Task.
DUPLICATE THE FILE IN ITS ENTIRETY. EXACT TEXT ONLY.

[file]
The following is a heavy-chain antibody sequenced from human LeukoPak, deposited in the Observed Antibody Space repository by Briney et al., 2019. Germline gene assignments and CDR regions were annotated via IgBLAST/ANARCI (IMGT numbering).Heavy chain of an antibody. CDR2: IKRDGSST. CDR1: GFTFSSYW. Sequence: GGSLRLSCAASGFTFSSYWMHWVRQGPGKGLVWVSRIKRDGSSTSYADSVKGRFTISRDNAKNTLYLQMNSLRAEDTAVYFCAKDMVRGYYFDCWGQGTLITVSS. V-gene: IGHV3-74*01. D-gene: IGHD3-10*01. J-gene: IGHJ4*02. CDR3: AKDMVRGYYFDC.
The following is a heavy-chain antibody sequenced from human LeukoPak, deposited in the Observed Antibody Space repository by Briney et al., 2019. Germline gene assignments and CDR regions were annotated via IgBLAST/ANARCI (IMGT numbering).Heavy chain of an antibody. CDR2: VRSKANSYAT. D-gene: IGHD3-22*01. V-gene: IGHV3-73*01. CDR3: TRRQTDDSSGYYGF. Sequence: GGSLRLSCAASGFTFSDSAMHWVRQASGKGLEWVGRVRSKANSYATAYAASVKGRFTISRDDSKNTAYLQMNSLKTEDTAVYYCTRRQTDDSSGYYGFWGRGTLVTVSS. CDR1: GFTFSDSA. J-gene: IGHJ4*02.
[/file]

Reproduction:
The following is a heavy-chain antibody sequenced from human LeukoPak, deposited in the Observed Antibody Space repository by Briney et al., 2019. Germline gene assignments and CDR regions were annotated via IgBLAST/ANARCI (IMGT numbering).Heavy chain of an antibody. CDR2: IKRDGSST. CDR1: GFTFSSYW. Sequence: GGSLRLSCAASGFTFSSYWMHWVRQGPGKGLVWVSRIKRDGSSTSYADSVKGRFTISRDNAKNTLYLQMNSLRAEDTAVYFCAKDMVRGYYFDCWGQGTLITVSS. V-gene: IGHV3-74*01. D-gene: IGHD3-10*01. J-gene: IGHJ4*02. CDR3: AKDMVRGYYFDC.
The following is a heavy-chain antibody sequenced from human LeukoPak, deposited in the Observed Antibody Space repository by Briney et al., 2019. Germline gene assignments and CDR regions were annotated via IgBLAST/ANARCI (IMGT numbering).Heavy chain of an antibody. CDR2: VRSKANSYAT. D-gene: IGHD3-22*01. V-gene: IGHV3-73*01. CDR3: TRRQTDDSSGYYGF. Sequence: GGSLRLSCAASGFTFSDSAMHWVRQASGKGLEWVGRVRSKANSYATAYAASVKGRFTISRDDSKNTAYLQMNSLKTEDTAVYYCTRRQTDDSSGYYGFWGRGTLVTVSS. CDR1: GFTFSDSA. J-gene: IGHJ4*02.